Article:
Triangular contest between three Sharmas in Jammu
In Jammu it is a triangular contest between Jugal Kishore Sharma of BJP, incumbent Madan Lal Sharma of Congress and Yash Pal Sharma of PDP.
“The general belief is that the dominating Hindu vote will go totally to the BJP because of its hard campaigning. But I think it is incorrect,” said industrialist Anil Suri. “The Jammu-Samba vote is definitely getting divided and I believe the situation is getting very difficult for all the three.”
The constituency has traditionally been represented by either the Congress or the BJP. National Conference won it just once. The electorate is heterogeneous comprising of Muslims, Hindus and has a sizable population of Sikhs and Christians. The Congress won the seat during the last two Lok Sabha elections and this time there is a total of 24 candidates in the fray.
“There is no massive pro-Modi wave that would suggest the party will sweep,” said Sanjay Kumar, who has witnessed the rise and fall of the political parties in the region for the last five decades. “But it is a fact Congress candidate is unpopular and the outcome of the election will also depend on how Rajouri and Poonch votes.”
An earlier assessment showed that it would be a cakewalk for the BJP because of the Narendra Modi factor. Modi did fly to Jammu and later to neighbouring Kathua.
Congress decided to field Ghulam Nabi Azad from neighbouring Udhampur, but he started spending most of his time in Jammu rather than his own constituency. “Azad is a leader who commands respect from all sections of the people in the region,” said lawyer Syed Asim. “He definitely will have an impact on Jammu.”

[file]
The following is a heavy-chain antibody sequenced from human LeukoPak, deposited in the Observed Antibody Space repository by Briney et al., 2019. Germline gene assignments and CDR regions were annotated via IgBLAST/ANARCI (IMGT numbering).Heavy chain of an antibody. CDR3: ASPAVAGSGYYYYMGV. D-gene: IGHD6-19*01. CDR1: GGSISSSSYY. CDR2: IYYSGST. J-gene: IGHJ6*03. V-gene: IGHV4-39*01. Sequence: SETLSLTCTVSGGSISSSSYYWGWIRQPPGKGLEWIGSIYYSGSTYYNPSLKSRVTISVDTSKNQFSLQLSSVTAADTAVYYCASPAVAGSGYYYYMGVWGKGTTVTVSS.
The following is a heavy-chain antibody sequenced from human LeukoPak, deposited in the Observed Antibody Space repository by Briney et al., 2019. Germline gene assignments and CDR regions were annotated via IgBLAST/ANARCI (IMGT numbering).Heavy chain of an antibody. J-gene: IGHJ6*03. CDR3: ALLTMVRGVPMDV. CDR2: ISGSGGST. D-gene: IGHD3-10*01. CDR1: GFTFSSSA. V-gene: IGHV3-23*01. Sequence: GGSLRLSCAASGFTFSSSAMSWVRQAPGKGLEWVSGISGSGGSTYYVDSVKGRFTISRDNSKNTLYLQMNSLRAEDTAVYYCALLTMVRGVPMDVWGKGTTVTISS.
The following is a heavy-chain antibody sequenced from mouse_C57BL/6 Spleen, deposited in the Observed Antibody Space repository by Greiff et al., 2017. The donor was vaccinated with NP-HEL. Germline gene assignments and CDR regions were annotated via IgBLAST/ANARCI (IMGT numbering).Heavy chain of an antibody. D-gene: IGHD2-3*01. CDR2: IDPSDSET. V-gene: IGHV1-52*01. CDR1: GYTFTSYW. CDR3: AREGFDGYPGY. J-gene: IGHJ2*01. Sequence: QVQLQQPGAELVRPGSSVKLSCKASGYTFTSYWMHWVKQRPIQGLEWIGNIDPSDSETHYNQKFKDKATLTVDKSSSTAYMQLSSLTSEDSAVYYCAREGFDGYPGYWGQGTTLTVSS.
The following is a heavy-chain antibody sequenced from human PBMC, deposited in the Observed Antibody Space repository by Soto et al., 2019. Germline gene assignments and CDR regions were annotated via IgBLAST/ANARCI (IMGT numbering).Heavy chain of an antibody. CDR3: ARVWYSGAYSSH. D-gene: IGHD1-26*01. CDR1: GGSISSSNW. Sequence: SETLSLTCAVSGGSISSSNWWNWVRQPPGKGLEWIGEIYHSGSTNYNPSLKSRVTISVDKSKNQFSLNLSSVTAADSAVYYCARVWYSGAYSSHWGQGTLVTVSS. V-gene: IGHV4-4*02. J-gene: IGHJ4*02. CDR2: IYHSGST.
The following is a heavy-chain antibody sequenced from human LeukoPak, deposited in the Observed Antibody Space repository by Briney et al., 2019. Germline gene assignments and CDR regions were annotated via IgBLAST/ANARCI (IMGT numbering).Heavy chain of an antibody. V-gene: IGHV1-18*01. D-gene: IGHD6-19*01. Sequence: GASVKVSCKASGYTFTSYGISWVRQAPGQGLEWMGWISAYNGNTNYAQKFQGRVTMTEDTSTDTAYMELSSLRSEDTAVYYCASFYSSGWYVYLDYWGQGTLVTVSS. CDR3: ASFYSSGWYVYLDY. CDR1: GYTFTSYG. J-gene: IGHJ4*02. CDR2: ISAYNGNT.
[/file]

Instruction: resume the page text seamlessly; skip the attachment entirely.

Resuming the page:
The situation became more fluid when PDPs Mufti Sayeed started his campaign. For the last one month, Mufti is stationed in the region and touring the constituency.
Mufti shocked the NC-Congress coalition as well as BJP when he mobilized a huge crowd in Jammu’s parade ground and most of them braved inclement weather to hear Sayeed.
He is expected to garner a lion’s share of votes from the Pir Panchal Valley comprising the border Poonch and Rajouri districts from where he has two lawmakers in the state assembly.
“PDP is the main problem,” explains Ashok Kumar, a migrant Pandit teacher who lives in heart of Jammu city. “The party is not a wining party but it will decide the outcome of the polls because it is expected to cut into the vote share of both the ruling coalition and the BJP. If it takes away more Muslim votes BJP wins and if it devours more Hindu votes, Congress retains the seat.”
PDP had won two assembly seats in the region in 2008 polls. Jammu has 1.7 million voters. Given the aggressive campaigning, the voter turnout is expected to be about 60 per cent. The constituency has recorded a poll turnout of 49.03 per centin 2009 against 44.49 per centin 2004.